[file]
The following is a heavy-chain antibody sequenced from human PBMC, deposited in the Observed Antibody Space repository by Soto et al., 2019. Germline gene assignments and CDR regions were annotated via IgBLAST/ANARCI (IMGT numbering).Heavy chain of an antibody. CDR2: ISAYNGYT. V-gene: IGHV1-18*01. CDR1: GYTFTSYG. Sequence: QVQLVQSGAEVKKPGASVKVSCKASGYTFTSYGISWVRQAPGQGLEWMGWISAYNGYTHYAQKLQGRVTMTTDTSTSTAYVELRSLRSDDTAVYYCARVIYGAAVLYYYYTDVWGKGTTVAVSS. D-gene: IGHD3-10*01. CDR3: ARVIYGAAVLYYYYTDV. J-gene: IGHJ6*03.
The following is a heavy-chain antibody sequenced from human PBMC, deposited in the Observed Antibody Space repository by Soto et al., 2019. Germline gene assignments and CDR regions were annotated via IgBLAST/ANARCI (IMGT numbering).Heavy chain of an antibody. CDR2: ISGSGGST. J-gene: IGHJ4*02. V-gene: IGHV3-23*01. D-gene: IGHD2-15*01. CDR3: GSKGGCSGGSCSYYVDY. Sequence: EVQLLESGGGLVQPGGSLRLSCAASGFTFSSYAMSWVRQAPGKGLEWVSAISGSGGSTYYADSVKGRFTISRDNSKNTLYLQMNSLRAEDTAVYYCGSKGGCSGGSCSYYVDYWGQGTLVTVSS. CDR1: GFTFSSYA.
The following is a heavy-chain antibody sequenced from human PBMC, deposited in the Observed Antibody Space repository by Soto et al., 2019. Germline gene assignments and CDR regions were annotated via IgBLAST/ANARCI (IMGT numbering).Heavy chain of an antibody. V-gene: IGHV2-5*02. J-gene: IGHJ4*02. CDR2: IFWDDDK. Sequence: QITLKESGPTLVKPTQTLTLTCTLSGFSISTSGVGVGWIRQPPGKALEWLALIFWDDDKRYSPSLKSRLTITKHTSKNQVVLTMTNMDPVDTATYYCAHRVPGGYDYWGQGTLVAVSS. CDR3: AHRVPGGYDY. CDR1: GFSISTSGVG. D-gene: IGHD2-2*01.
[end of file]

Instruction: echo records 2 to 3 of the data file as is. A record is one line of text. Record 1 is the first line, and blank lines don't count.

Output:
The following is a heavy-chain antibody sequenced from human PBMC, deposited in the Observed Antibody Space repository by Soto et al., 2019. Germline gene assignments and CDR regions were annotated via IgBLAST/ANARCI (IMGT numbering).Heavy chain of an antibody. CDR2: ISGSGGST. J-gene: IGHJ4*02. V-gene: IGHV3-23*01. D-gene: IGHD2-15*01. CDR3: GSKGGCSGGSCSYYVDY. Sequence: EVQLLESGGGLVQPGGSLRLSCAASGFTFSSYAMSWVRQAPGKGLEWVSAISGSGGSTYYADSVKGRFTISRDNSKNTLYLQMNSLRAEDTAVYYCGSKGGCSGGSCSYYVDYWGQGTLVTVSS. CDR1: GFTFSSYA.
The following is a heavy-chain antibody sequenced from human PBMC, deposited in the Observed Antibody Space repository by Soto et al., 2019. Germline gene assignments and CDR regions were annotated via IgBLAST/ANARCI (IMGT numbering).Heavy chain of an antibody. V-gene: IGHV2-5*02. J-gene: IGHJ4*02. CDR2: IFWDDDK. Sequence: QITLKESGPTLVKPTQTLTLTCTLSGFSISTSGVGVGWIRQPPGKALEWLALIFWDDDKRYSPSLKSRLTITKHTSKNQVVLTMTNMDPVDTATYYCAHRVPGGYDYWGQGTLVAVSS. CDR3: AHRVPGGYDY. CDR1: GFSISTSGVG. D-gene: IGHD2-2*01.